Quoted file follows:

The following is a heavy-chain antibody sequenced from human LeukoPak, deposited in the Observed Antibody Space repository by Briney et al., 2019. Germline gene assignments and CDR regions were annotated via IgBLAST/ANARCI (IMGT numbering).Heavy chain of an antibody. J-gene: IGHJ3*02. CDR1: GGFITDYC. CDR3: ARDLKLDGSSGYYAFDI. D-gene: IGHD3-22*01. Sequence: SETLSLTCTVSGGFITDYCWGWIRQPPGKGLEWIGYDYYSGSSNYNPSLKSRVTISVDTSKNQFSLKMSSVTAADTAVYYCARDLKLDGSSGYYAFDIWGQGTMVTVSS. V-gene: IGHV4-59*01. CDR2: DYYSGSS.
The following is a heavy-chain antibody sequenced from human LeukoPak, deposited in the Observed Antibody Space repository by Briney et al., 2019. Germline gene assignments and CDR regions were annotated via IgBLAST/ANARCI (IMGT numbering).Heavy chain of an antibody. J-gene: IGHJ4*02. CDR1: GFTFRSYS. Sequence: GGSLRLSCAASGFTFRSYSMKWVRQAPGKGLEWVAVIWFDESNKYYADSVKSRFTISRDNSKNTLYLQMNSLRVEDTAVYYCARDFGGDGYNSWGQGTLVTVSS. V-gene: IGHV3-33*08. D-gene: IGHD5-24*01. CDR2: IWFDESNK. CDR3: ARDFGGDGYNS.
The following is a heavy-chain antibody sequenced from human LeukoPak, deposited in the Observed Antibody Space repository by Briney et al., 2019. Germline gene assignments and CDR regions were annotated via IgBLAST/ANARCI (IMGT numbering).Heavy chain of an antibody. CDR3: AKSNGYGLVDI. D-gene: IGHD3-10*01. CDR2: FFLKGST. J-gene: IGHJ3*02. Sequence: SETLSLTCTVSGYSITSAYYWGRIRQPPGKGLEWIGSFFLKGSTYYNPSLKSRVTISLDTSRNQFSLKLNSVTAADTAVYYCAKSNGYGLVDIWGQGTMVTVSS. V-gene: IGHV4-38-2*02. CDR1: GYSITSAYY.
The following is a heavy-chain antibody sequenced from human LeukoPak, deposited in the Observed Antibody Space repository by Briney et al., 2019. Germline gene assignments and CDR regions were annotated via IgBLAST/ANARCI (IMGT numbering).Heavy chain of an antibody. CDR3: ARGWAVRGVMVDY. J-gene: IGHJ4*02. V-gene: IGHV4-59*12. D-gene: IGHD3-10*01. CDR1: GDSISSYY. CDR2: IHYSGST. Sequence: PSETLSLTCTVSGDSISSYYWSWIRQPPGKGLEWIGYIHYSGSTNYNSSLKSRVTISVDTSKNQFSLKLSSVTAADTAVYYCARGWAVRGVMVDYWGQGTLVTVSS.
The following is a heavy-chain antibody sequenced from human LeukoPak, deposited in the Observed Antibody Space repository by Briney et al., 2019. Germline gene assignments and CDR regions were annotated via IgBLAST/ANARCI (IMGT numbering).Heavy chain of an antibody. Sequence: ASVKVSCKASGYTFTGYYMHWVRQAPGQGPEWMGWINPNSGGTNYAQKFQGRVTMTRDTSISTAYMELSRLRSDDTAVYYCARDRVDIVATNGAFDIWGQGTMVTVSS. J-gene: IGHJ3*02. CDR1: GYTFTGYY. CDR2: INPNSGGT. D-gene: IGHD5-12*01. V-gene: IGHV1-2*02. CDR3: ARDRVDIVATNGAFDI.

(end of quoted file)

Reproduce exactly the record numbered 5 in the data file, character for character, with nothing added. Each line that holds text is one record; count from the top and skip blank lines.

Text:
The following is a heavy-chain antibody sequenced from human LeukoPak, deposited in the Observed Antibody Space repository by Briney et al., 2019. Germline gene assignments and CDR regions were annotated via IgBLAST/ANARCI (IMGT numbering).Heavy chain of an antibody. Sequence: ASVKVSCKASGYTFTGYYMHWVRQAPGQGPEWMGWINPNSGGTNYAQKFQGRVTMTRDTSISTAYMELSRLRSDDTAVYYCARDRVDIVATNGAFDIWGQGTMVTVSS. J-gene: IGHJ3*02. CDR1: GYTFTGYY. CDR2: INPNSGGT. D-gene: IGHD5-12*01. V-gene: IGHV1-2*02. CDR3: ARDRVDIVATNGAFDI.